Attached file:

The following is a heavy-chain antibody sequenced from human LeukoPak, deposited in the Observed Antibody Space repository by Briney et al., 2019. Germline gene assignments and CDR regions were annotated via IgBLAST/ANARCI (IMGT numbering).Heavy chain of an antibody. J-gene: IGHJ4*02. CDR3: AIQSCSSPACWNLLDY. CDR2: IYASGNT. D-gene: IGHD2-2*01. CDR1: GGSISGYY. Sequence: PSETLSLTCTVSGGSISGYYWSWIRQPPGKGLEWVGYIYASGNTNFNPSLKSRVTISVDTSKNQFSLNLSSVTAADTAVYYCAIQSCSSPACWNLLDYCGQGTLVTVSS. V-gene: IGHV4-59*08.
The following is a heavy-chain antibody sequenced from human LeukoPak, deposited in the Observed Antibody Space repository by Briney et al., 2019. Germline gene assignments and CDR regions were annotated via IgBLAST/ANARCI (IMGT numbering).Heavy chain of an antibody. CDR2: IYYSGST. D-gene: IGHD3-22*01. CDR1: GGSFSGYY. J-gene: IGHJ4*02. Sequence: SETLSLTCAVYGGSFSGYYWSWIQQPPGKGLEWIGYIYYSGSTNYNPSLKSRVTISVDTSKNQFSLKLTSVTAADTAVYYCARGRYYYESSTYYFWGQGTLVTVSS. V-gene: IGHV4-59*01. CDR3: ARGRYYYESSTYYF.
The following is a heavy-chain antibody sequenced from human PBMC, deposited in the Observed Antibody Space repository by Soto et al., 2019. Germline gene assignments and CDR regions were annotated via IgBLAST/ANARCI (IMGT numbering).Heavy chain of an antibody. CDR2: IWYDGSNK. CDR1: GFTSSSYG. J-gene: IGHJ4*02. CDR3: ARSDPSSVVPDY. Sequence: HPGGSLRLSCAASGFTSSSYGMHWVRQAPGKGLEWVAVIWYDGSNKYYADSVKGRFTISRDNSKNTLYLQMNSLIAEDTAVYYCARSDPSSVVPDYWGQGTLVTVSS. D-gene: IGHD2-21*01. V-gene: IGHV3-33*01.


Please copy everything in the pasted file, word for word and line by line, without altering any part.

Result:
The following is a heavy-chain antibody sequenced from human LeukoPak, deposited in the Observed Antibody Space repository by Briney et al., 2019. Germline gene assignments and CDR regions were annotated via IgBLAST/ANARCI (IMGT numbering).Heavy chain of an antibody. J-gene: IGHJ4*02. CDR3: AIQSCSSPACWNLLDY. CDR2: IYASGNT. D-gene: IGHD2-2*01. CDR1: GGSISGYY. Sequence: PSETLSLTCTVSGGSISGYYWSWIRQPPGKGLEWVGYIYASGNTNFNPSLKSRVTISVDTSKNQFSLNLSSVTAADTAVYYCAIQSCSSPACWNLLDYCGQGTLVTVSS. V-gene: IGHV4-59*08.
The following is a heavy-chain antibody sequenced from human LeukoPak, deposited in the Observed Antibody Space repository by Briney et al., 2019. Germline gene assignments and CDR regions were annotated via IgBLAST/ANARCI (IMGT numbering).Heavy chain of an antibody. CDR2: IYYSGST. D-gene: IGHD3-22*01. CDR1: GGSFSGYY. J-gene: IGHJ4*02. Sequence: SETLSLTCAVYGGSFSGYYWSWIQQPPGKGLEWIGYIYYSGSTNYNPSLKSRVTISVDTSKNQFSLKLTSVTAADTAVYYCARGRYYYESSTYYFWGQGTLVTVSS. V-gene: IGHV4-59*01. CDR3: ARGRYYYESSTYYF.
The following is a heavy-chain antibody sequenced from human PBMC, deposited in the Observed Antibody Space repository by Soto et al., 2019. Germline gene assignments and CDR regions were annotated via IgBLAST/ANARCI (IMGT numbering).Heavy chain of an antibody. CDR2: IWYDGSNK. CDR1: GFTSSSYG. J-gene: IGHJ4*02. CDR3: ARSDPSSVVPDY. Sequence: HPGGSLRLSCAASGFTSSSYGMHWVRQAPGKGLEWVAVIWYDGSNKYYADSVKGRFTISRDNSKNTLYLQMNSLIAEDTAVYYCARSDPSSVVPDYWGQGTLVTVSS. D-gene: IGHD2-21*01. V-gene: IGHV3-33*01.